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Alex Rex perform songs of love, loss and loathing. New album OTTERBURN is out now on Tin Angel Records.

It’s impossible to describe Alex Neilson’s sophomore solo album Otterburn without first addressing the cataclysmic event that led up to it. On the 29th of April 2017, Alex’s brother Alastair died peacefully and unexpectedly in his sleep on his canal boat in Leeds. The youngest of three boys, Alastair embodied all his family’s best qualities and was a charming and spontaneous friend to anyone lucky enough to cross his path.
The trope that heartbreak yields an artist’s best work is a tired one, but what of bereavement? Grief is a complex monster. For those skilled at building songs, it can provide a new set of tools and floor plans. Would this album have been the same without the trauma Alex experienced? Undoubtedly not. Otterburn heaves with despair, but brings with it too an idiosyncratic sense of the comic. Gallows humour seems too mild a term when Neilson croons: “The clouds disperse / Without priority or care / He’s gone they seem to say / But knock once if you’re still there”.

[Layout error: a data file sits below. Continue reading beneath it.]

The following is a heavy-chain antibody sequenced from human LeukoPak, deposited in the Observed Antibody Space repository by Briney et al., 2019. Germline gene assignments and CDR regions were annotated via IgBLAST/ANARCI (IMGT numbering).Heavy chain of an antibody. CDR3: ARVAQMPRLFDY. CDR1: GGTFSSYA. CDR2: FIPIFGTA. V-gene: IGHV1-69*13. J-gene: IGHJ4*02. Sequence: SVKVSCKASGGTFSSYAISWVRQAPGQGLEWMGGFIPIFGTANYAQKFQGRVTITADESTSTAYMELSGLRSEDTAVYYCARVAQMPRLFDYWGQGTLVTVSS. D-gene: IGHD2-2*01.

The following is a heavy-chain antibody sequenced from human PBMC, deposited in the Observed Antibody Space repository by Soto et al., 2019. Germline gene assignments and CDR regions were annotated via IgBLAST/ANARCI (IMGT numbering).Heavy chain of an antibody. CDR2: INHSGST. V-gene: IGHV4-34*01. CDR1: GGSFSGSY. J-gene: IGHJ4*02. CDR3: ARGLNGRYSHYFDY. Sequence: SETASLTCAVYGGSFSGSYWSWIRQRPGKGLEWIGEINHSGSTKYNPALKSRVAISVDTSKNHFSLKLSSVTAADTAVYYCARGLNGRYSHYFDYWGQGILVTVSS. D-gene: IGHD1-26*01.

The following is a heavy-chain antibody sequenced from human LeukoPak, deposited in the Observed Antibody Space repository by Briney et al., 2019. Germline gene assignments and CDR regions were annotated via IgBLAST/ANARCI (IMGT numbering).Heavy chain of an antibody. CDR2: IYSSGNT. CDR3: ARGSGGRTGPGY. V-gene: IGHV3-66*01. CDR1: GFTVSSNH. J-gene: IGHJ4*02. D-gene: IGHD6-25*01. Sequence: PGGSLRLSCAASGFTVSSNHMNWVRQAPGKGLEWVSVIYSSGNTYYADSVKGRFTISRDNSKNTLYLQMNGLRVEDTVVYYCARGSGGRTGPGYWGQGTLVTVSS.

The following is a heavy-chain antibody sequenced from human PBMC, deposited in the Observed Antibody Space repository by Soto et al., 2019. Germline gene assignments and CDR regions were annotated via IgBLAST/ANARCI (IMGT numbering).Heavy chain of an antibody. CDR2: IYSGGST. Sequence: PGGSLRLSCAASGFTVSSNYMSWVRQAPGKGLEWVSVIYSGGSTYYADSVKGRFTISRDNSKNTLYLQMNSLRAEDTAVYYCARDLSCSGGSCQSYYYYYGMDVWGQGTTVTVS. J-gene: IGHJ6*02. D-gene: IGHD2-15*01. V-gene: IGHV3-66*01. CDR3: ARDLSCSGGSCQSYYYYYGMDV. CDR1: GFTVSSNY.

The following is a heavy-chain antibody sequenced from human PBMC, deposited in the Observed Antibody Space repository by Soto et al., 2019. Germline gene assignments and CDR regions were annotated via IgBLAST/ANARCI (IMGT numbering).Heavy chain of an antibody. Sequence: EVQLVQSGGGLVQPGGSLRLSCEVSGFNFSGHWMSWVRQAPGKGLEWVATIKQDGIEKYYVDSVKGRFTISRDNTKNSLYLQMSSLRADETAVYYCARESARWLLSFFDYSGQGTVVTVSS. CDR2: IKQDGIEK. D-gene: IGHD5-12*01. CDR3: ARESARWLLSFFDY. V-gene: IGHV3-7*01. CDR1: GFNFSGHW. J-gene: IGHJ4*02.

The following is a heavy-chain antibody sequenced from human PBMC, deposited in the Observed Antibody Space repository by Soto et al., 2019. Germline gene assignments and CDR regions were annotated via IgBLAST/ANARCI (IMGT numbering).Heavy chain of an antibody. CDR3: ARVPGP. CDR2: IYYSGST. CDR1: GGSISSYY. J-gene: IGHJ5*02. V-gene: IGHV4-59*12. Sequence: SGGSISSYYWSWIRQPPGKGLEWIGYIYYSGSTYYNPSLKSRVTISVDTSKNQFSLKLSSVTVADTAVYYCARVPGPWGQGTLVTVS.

But there are other kinds of sorrow here too.
The Frankenstein’d child of Roots-era Everly Brothers and The Rocky Horror Picture Show, ‘Amy, May I?’ is a genre-bending paean to masochistic love. It foregrounds some supremely wigged-out guitar from Stevie Jackson (Belle & Sebastian), while Neilson eschews his signature breathy, meandering vocal style for something altogether more strapping, barking the line: “You came on like a nervous reaction / My teeth get hard and my dick starts chattering…”. Other highlights include the title track (a bucolic elegy to Alastair’s canal boat), ‘The Cruel Rule’ (Diazepam Dylan) ‘Master’ (a dirge-like waltz that’s the lyrical equivalent of a game of musical chairs on the Titanic), and the heartrending album closer ‘Smoke and Memory’.

Plus – Cath & Phil Tyler
“Folk balladry has rarely been performed with such commitment and intensity” – Record Collector